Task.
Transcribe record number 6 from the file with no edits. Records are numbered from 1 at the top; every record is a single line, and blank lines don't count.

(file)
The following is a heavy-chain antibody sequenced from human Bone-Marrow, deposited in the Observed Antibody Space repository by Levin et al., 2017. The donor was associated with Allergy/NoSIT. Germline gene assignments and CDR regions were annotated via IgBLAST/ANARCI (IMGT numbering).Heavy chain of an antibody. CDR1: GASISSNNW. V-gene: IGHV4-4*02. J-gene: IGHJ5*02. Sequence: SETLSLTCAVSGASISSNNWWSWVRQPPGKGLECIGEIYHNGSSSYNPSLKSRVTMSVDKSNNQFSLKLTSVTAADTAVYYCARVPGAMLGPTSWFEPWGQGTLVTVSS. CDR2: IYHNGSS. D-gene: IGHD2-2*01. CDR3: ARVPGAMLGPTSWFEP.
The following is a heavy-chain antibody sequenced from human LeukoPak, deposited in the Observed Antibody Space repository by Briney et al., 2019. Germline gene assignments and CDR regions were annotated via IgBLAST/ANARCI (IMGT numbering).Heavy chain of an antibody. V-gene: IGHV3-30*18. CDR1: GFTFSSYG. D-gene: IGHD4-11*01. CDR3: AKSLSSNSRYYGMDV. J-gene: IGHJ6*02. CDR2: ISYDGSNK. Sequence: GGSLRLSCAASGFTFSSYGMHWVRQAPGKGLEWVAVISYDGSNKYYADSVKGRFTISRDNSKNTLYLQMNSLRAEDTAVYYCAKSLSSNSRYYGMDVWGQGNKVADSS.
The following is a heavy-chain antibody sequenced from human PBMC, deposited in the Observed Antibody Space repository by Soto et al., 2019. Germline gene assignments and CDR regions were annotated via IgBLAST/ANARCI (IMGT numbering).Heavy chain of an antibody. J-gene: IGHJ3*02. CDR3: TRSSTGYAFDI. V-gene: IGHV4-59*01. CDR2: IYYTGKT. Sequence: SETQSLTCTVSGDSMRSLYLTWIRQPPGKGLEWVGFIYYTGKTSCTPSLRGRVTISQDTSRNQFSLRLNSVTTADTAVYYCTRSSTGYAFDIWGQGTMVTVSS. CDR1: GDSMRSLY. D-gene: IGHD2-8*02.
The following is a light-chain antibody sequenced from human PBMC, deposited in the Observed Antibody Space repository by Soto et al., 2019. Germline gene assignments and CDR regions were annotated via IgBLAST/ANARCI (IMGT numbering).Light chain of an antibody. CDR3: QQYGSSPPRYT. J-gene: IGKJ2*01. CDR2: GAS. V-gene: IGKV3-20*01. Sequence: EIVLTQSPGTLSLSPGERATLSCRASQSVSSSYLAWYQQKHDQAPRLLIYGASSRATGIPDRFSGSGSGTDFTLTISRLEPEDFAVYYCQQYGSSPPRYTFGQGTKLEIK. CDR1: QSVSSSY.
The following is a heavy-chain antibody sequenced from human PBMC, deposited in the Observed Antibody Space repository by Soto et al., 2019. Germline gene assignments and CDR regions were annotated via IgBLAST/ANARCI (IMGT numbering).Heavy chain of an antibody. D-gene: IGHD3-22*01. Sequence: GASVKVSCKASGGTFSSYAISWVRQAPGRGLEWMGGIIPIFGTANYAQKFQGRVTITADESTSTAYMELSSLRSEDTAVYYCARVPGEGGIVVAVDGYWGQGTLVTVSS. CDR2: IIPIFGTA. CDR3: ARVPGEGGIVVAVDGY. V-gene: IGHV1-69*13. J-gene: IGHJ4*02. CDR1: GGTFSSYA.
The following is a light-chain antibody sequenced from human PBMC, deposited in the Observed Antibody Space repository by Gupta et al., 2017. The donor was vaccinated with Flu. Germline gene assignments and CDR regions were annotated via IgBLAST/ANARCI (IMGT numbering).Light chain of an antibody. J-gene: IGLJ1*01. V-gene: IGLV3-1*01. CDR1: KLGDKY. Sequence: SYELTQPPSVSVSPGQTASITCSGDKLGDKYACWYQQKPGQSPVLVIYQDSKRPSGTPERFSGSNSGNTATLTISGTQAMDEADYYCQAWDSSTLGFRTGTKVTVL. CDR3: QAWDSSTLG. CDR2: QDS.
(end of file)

The following is a light-chain antibody sequenced from human PBMC, deposited in the Observed Antibody Space repository by Gupta et al., 2017. The donor was vaccinated with Flu. Germline gene assignments and CDR regions were annotated via IgBLAST/ANARCI (IMGT numbering).Light chain of an antibody. J-gene: IGLJ1*01. V-gene: IGLV3-1*01. CDR1: KLGDKY. Sequence: SYELTQPPSVSVSPGQTASITCSGDKLGDKYACWYQQKPGQSPVLVIYQDSKRPSGTPERFSGSNSGNTATLTISGTQAMDEADYYCQAWDSSTLGFRTGTKVTVL. CDR3: QAWDSSTLG. CDR2: QDS.